Chances are that at some point in your teaching career, you will teach or will have taught children. I had the classic scenario of starting with adults and slowly but surely being given classes with younger and younger students, until one day I realised that I was almost entirely a young learner teacher. Thing is, I never got any clear guidance in all that time as to how that should have been affecting my teaching. How do children learn? Were there any learning theories I should know about?
So, what is a young learner? Young learners are generally placed into three age groups. We have the very young learner, who are aged approximately 3-5, the young learner aged from 6 – 11 and then finally the older young learner and teen. If you are working with young learners it is key that you have some understanding of how children learn. We’re going to have a look now at how young learners learn through the research of three amazing psychologists, Vygotsky, Bruner and Piaget. We’ll also make use of a reflective technique that you can apply in your YL classroom and a few extra links if you’d like to find out more.
In order to be an effective teacher of young learners it is key that you have some understanding of how children learn. We’re going to look at some of the most well-known child development theories that have major implications for teachers in the classroom. These ideas underpin the best practices in education and will inform us about the way(s) we create the optimal conditions for learning.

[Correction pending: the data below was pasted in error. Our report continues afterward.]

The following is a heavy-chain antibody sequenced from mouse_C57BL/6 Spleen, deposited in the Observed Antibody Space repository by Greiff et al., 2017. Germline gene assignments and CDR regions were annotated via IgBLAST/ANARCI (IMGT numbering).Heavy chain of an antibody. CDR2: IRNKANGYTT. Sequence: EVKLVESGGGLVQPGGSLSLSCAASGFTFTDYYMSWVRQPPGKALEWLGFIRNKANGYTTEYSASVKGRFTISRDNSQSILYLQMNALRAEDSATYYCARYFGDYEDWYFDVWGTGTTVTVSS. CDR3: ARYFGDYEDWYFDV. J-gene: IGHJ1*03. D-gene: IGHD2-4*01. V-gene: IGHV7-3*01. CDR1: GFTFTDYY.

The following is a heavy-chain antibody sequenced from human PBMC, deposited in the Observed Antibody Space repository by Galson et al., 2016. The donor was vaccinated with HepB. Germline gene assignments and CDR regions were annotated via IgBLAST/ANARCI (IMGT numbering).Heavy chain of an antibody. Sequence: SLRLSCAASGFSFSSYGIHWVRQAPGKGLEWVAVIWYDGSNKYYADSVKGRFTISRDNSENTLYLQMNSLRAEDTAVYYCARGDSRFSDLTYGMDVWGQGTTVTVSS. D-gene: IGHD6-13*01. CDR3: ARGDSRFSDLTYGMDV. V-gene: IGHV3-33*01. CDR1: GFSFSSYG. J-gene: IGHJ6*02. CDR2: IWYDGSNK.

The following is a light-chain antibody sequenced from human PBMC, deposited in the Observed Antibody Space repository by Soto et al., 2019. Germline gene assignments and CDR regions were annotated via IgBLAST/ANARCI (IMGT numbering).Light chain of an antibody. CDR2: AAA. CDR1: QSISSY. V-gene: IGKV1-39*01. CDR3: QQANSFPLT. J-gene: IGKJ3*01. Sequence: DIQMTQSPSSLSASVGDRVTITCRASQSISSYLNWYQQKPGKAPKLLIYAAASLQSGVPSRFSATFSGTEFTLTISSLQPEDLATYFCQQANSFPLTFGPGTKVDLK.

Activity 3: KWL Chart
1. Grab some paper, draw a chart like the one you see here.
2. Let’s go back into our own childhood. Think back to a time in your childhood when you were learning something. It could be a second language, origami, riding a bicycle or swimming. What things did you enjoy during the process and what made you succeed?
What parallels can you draw between your positive learning experience and what you already know about how YLs learn? All these thoughts would fit in the K column: “What I already know about the topic”.
3. Next, think about what you want to find out about how children learn.
This would go under the W column: “What I would like to know about the topic”.
Let’s now watch the video to see if any of our ideas are covered and if the questions you have written down have been answered.
Gaining an Understanding of How Young Learners Learn: Video Transcript
Learning is an active process. I’m sure you’ve all observed how kids can be completely engaged in something when they are interested. Around the 1960s Piaget led the Constructivist Movement, believing that learning and mental development is a result of constructing personal knowledge from experiences.
The Learning Theory of Piaget
Piaget developed the idea that children learn by actively doing which helps them make sense of their environment. He suggests children ‘make sense’ of the world by exploring, discovering and play and it is through these actions that learning occurs. Piaget believed that as the child progresses, action is internalised or carried out mentally in the imagination. This is the way thinking develops. His theory defines distinctive ‘stages’ of development from birth to the onset of puberty.